Moving on for the ‘love it or hate it’ blog post, although possibly not that much. the next topic of the blog is boy bands, particularly the talent contest manufactured ‘One Direction’.
This bus stop advertisement made its way in to the pile of culture jamming images currently being compiled. Normally it would be dismissed as it is 1. not graffiti and 2. not local to Stoke on Trent, so I cant go and photograph it myself. However, it demonstrates culture jamming perfectly. Voila!
This bus stop is apparently located in Cardiff, you can find the reddit here
Five points that demonstrate this as an excellent culture jam:
1. It is a complete parody of the original advertising, if you didn’t pay it too much attention, you could walk right past.
2. It well and truly spells out the ‘truth’ behind the making of the brand and the consumption that the brand has been created to produce.
3. Although it produces a scathing review of the boys themselves, it does not forget who put them there and after all who is the person making majority of the money. Yes Mr Cowell, were looking at you!
4. I love that it really demonstrates the hidden labour that goes in to the production of the One Direction brand. Although not quite a sweatshop, much effort by many people occurs during the production and maintenance of this image for One Direction. However, as with any brand the rewards will be disproportionately shared in a hierarchy (Cowell at the top, boys in the middle, make up artists, stylists, etc at the bottom).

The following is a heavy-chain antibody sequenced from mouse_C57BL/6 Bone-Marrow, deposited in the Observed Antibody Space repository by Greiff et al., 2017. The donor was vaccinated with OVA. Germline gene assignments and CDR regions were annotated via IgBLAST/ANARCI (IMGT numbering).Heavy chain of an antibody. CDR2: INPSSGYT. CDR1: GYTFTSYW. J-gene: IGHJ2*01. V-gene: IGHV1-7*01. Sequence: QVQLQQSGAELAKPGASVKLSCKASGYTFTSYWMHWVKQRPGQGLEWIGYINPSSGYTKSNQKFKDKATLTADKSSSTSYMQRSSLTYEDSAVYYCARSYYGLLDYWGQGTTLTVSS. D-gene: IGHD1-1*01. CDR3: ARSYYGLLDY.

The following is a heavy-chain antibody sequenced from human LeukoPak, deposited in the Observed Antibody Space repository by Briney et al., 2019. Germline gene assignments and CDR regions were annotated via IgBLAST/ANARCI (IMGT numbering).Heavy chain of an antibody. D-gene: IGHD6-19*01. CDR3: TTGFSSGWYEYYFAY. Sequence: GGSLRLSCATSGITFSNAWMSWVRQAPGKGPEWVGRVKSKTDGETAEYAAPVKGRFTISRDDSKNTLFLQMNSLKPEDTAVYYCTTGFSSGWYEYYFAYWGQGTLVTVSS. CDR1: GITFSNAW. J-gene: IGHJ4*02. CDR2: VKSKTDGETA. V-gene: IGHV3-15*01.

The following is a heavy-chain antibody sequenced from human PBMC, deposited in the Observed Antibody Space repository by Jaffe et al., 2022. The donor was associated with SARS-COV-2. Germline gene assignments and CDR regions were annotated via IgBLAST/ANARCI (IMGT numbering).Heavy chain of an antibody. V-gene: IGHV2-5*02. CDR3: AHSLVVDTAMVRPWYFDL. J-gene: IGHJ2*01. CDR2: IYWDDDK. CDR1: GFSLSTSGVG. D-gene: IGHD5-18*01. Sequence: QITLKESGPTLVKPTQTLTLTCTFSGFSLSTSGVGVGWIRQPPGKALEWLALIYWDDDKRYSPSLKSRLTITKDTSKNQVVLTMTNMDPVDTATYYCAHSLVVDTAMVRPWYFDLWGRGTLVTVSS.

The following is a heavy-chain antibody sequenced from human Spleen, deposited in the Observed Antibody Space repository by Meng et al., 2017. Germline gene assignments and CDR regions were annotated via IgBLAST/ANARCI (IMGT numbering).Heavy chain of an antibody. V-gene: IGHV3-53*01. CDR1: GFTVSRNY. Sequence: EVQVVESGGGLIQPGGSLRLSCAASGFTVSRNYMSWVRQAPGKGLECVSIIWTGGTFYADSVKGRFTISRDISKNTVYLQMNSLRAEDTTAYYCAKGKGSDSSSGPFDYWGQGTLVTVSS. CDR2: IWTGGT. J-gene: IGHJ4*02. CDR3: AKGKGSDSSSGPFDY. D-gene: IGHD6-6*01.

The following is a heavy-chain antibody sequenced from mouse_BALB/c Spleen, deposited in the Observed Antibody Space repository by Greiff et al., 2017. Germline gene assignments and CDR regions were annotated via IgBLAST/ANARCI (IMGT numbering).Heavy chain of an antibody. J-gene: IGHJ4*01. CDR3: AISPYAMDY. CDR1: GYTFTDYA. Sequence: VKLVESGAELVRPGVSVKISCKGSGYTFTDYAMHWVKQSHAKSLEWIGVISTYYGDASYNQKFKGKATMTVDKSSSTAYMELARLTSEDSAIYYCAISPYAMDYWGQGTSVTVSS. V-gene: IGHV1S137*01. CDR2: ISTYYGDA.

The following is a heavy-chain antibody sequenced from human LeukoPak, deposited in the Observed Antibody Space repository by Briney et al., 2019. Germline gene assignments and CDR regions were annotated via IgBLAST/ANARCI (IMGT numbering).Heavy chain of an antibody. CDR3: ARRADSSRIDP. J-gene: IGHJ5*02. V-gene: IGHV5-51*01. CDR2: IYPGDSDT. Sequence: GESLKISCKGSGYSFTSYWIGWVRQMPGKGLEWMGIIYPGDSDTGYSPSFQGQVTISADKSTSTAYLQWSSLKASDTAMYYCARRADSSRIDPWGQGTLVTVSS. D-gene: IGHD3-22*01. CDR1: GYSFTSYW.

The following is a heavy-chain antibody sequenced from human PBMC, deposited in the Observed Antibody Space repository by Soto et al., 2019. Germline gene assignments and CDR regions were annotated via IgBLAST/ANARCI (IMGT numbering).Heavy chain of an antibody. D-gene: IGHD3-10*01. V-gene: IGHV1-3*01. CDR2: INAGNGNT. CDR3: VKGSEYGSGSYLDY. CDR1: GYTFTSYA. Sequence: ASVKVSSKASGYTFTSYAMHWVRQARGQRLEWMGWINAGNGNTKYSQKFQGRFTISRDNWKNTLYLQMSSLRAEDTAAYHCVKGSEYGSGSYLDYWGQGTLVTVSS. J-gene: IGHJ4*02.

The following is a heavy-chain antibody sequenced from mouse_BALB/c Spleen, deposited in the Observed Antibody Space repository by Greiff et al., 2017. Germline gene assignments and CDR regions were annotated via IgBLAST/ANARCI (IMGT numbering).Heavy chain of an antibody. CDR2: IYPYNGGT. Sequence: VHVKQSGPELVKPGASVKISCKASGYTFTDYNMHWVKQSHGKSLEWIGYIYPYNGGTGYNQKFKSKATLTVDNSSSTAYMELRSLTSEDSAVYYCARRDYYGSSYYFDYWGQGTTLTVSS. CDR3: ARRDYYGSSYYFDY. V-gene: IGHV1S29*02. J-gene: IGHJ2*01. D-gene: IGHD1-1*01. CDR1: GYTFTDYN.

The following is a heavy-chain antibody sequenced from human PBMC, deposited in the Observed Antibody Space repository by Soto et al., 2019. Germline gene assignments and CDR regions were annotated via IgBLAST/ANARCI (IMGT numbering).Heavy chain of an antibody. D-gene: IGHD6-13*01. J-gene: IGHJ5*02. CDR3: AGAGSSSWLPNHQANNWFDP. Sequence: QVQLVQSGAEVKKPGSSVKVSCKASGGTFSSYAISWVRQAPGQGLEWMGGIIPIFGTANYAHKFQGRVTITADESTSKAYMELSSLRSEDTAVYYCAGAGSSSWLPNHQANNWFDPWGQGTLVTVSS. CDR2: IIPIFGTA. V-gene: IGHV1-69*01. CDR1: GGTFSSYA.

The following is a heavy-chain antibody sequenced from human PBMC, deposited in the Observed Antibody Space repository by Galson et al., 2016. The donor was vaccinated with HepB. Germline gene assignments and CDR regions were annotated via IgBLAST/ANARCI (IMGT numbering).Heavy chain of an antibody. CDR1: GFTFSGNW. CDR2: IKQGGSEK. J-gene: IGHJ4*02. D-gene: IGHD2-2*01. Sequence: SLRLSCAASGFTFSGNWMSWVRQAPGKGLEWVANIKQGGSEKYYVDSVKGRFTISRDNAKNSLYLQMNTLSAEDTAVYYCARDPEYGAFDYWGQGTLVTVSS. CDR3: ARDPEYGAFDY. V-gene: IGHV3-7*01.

5. If this is a real life culture jam (obviously it could be something electronically produced to float around social media, it does happen). Somebody had the guts to stand by their work and put it there, under the glass, possibly in broad daylight posing as any other worker!
All in all this is an excellent example the way a culture jam can work. The message, albeit crude and possibly offensive to some, is loud and clear. Agree or disagree about One Directions talent this piece of culture jamming, sat in a bus stop somewhere, offers a larger critique of the state of British music and teen consumption. For that it must be applauded.